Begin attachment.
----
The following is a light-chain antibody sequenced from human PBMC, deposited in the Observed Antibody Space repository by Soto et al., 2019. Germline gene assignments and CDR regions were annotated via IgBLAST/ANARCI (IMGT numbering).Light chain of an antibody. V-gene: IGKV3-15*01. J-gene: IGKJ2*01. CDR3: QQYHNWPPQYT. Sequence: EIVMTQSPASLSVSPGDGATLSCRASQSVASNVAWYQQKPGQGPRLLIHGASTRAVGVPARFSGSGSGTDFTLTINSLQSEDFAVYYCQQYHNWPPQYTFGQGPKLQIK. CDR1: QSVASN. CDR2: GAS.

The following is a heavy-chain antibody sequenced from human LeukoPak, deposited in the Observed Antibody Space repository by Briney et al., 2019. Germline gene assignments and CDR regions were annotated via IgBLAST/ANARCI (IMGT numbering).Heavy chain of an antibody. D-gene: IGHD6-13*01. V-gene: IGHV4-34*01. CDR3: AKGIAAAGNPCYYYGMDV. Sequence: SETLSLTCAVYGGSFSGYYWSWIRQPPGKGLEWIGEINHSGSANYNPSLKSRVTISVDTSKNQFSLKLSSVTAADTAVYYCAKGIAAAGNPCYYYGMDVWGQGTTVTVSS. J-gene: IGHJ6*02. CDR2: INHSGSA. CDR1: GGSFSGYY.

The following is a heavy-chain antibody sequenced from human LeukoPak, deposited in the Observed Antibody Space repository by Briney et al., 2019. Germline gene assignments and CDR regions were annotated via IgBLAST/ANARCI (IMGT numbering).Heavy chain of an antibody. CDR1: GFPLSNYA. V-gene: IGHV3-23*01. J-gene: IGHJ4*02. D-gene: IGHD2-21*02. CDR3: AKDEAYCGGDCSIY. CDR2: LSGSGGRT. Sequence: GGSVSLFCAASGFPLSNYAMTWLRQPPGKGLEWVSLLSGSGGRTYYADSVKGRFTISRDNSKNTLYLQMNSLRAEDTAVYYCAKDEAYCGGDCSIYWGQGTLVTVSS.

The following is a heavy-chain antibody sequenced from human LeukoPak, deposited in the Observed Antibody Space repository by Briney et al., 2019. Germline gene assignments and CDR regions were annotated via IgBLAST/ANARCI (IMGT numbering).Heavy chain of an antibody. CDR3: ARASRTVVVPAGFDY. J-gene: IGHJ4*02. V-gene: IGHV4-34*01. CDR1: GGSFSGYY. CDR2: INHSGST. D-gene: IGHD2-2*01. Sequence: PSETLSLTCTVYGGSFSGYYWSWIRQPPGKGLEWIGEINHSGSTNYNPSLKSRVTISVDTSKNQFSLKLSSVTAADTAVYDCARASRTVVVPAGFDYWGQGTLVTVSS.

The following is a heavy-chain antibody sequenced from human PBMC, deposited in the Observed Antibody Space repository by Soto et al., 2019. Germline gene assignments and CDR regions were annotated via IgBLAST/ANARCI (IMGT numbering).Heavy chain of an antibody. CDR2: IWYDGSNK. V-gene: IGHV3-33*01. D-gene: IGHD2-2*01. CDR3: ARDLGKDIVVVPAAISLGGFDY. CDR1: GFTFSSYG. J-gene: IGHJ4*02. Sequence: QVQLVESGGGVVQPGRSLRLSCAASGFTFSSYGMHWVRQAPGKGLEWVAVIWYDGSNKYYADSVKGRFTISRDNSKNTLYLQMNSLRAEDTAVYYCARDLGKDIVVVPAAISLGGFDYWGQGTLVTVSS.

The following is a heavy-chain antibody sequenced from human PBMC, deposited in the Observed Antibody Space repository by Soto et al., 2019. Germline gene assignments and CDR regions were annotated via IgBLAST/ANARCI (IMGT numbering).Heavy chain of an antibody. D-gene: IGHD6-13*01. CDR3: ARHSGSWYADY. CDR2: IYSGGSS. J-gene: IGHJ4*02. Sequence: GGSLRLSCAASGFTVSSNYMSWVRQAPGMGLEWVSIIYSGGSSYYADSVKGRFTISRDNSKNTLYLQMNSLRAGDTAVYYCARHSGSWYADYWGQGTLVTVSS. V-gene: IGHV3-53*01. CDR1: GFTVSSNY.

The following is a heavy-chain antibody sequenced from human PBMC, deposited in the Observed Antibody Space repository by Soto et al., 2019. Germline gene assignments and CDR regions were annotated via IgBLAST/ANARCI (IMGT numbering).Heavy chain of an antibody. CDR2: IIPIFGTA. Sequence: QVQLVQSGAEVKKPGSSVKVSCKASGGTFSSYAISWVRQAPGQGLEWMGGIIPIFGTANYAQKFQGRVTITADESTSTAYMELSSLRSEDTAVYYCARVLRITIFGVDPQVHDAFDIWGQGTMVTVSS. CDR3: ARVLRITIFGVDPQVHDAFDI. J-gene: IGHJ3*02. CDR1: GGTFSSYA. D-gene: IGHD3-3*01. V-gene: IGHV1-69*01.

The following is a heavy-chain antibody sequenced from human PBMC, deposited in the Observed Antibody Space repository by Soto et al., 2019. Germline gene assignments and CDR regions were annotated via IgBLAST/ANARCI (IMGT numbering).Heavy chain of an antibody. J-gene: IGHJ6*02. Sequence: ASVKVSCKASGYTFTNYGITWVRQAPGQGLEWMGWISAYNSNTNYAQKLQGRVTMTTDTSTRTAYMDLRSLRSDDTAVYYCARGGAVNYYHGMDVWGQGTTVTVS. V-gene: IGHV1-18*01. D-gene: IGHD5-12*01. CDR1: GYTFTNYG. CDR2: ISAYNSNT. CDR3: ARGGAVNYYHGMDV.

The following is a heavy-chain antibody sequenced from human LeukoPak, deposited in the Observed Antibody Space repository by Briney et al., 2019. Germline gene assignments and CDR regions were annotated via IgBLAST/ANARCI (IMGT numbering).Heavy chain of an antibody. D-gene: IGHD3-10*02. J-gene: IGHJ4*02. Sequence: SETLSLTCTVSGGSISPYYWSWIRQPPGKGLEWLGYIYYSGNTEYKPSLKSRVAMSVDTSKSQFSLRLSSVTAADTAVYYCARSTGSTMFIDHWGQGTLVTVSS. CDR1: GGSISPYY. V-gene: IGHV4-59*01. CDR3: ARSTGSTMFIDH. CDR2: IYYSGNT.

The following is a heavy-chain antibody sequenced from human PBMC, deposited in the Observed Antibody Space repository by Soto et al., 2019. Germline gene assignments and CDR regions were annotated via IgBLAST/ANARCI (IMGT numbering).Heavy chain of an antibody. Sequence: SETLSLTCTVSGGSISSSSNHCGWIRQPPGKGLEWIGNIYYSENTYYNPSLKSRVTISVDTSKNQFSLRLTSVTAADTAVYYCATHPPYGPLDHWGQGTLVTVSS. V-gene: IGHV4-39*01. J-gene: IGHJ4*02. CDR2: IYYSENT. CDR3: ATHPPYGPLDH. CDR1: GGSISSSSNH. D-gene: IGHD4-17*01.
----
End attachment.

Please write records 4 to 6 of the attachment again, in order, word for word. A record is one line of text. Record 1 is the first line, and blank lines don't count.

The following is a heavy-chain antibody sequenced from human LeukoPak, deposited in the Observed Antibody Space repository by Briney et al., 2019. Germline gene assignments and CDR regions were annotated via IgBLAST/ANARCI (IMGT numbering).Heavy chain of an antibody. CDR3: ARASRTVVVPAGFDY. J-gene: IGHJ4*02. V-gene: IGHV4-34*01. CDR1: GGSFSGYY. CDR2: INHSGST. D-gene: IGHD2-2*01. Sequence: PSETLSLTCTVYGGSFSGYYWSWIRQPPGKGLEWIGEINHSGSTNYNPSLKSRVTISVDTSKNQFSLKLSSVTAADTAVYDCARASRTVVVPAGFDYWGQGTLVTVSS.

The following is a heavy-chain antibody sequenced from human PBMC, deposited in the Observed Antibody Space repository by Soto et al., 2019. Germline gene assignments and CDR regions were annotated via IgBLAST/ANARCI (IMGT numbering).Heavy chain of an antibody. CDR2: IWYDGSNK. V-gene: IGHV3-33*01. D-gene: IGHD2-2*01. CDR3: ARDLGKDIVVVPAAISLGGFDY. CDR1: GFTFSSYG. J-gene: IGHJ4*02. Sequence: QVQLVESGGGVVQPGRSLRLSCAASGFTFSSYGMHWVRQAPGKGLEWVAVIWYDGSNKYYADSVKGRFTISRDNSKNTLYLQMNSLRAEDTAVYYCARDLGKDIVVVPAAISLGGFDYWGQGTLVTVSS.

The following is a heavy-chain antibody sequenced from human PBMC, deposited in the Observed Antibody Space repository by Soto et al., 2019. Germline gene assignments and CDR regions were annotated via IgBLAST/ANARCI (IMGT numbering).Heavy chain of an antibody. D-gene: IGHD6-13*01. CDR3: ARHSGSWYADY. CDR2: IYSGGSS. J-gene: IGHJ4*02. Sequence: GGSLRLSCAASGFTVSSNYMSWVRQAPGMGLEWVSIIYSGGSSYYADSVKGRFTISRDNSKNTLYLQMNSLRAGDTAVYYCARHSGSWYADYWGQGTLVTVSS. V-gene: IGHV3-53*01. CDR1: GFTVSSNY.